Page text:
The one year anniversary of Memphis in May-hem

Mid-south (WMC) - May 27 marks the one year anniversary of a devastating wind storm that struck Memphis and the Mid-South and was later dubbed Memphis in May-hem.

On the evening of Saturday, May 27 a line of strong storms moved southeast out of southern Missouri and into northeastern Arkansas.

The day had been very warm and muggy and was ripe for fueling any storms that entered the area.  This was also the final day of festivities in Downtown Memphis at Tom Lee for Memphis in May and as the storms approached, the park was filled with people.

The storm entered Northeast Arkansas around 9 p.m. increasing in speed and intensity moving at 60 to 70 mph.  According to the National Weather Service office in Memphis, a wind gust of 68 mph was recorded at the Corning, Arkansas Airport.  The storm continued moving southeast developing a bow shape along the leading edge, a clear sign of the potential for damaging wind.

As the line of storms crossed the Mississippi River entering Downtown Memphis and Shelby County just after 11 p.m., wind speeds increased to an estimated 80 mph.  A portion of the storm collided with an outflow boundary moving south out of Tipton County.  This collision of wind produced a strong micro burst forcing air from the upper levels of the atmosphere rapidly to the surface producing an estimated wind of 100 to 105 mph leveling trees in a heavily wooded area just east of the Mississippi River near Frayser.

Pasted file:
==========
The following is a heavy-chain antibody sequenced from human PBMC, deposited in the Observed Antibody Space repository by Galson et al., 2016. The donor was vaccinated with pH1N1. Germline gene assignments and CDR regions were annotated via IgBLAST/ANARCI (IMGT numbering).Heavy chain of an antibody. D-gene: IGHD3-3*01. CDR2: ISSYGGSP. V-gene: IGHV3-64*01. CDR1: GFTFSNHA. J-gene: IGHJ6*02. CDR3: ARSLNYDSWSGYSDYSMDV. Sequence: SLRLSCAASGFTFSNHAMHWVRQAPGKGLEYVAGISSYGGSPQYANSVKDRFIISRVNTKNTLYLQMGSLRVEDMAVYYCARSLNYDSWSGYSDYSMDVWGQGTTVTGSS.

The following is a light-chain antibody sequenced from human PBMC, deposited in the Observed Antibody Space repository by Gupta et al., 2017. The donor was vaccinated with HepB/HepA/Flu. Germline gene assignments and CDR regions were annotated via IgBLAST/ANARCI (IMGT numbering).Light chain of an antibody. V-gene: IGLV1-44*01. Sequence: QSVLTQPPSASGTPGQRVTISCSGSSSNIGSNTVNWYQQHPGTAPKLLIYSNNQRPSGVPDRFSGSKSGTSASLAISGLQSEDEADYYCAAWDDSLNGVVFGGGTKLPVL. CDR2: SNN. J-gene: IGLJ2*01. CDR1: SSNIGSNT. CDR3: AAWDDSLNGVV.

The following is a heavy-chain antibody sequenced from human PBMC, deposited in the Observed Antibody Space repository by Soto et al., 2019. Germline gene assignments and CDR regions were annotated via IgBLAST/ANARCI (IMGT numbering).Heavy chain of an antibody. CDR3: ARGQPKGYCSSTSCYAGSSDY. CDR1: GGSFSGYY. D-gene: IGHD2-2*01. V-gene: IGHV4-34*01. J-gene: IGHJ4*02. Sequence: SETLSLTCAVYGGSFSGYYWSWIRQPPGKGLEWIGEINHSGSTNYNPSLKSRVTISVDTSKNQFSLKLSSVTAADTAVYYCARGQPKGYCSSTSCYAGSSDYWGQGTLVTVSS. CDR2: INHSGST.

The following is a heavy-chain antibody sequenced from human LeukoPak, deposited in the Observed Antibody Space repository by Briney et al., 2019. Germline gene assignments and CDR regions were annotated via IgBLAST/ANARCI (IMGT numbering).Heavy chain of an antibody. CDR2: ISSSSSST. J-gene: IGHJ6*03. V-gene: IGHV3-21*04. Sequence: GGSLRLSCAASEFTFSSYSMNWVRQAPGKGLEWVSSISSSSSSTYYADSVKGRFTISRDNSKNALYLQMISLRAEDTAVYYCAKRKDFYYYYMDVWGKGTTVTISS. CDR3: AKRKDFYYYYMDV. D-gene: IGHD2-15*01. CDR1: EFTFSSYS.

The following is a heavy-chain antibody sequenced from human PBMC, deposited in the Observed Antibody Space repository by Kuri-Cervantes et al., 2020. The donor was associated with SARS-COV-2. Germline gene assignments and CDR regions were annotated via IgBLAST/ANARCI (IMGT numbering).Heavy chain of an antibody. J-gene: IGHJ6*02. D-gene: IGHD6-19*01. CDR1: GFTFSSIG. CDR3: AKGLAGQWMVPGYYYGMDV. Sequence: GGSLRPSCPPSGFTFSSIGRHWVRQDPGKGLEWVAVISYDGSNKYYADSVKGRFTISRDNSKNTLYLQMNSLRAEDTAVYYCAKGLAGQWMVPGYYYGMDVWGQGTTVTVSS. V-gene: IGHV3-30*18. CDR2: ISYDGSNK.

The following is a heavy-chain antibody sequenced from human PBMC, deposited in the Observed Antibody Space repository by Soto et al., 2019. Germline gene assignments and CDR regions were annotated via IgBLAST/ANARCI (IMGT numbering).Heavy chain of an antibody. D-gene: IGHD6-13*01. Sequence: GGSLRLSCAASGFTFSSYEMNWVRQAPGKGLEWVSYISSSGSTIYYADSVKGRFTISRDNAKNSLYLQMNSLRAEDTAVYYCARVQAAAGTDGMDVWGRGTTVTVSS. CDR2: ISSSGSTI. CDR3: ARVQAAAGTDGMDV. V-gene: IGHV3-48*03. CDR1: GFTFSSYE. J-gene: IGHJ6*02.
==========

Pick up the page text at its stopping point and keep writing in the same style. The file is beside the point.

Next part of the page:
As the storm continued to move southeast through Shelby County, the Memphis International Airport recorded a 61 mph wind gust followed just three minutes later by an even stronger 67 mph wind gust.

The storm continued into North Mississippi moving through DeSoto and Marshall counties and then weakening as it entered Lafayette County.

In the end the storm traveled 240 miles through parts of four states leaving a very clear path of damage and destruction.

Once the damage was accessed Memphis had received the harshest blow of this derecho wind event with more than 175,000 MLGW customers without power.  It was the third largest power outage in the city's history.  More than 200 trees were toppled in and around the city and dozens of homes were damaged.

Fortunately, there were no fatalities from the storm, but two people were injured.  One of the most devastating sights the next day was a toppled memorial to Tom Lee located downtown in Tom Lee Park.  A granite obelisk weighing thousands of pounds and the same memorial that had been toppled during another wind storm in the summer of 2003 dubbed Hurricane Elvis.

This time another reminder of the power of the wind and the storm that will be remembered as Memphis in May-hem.

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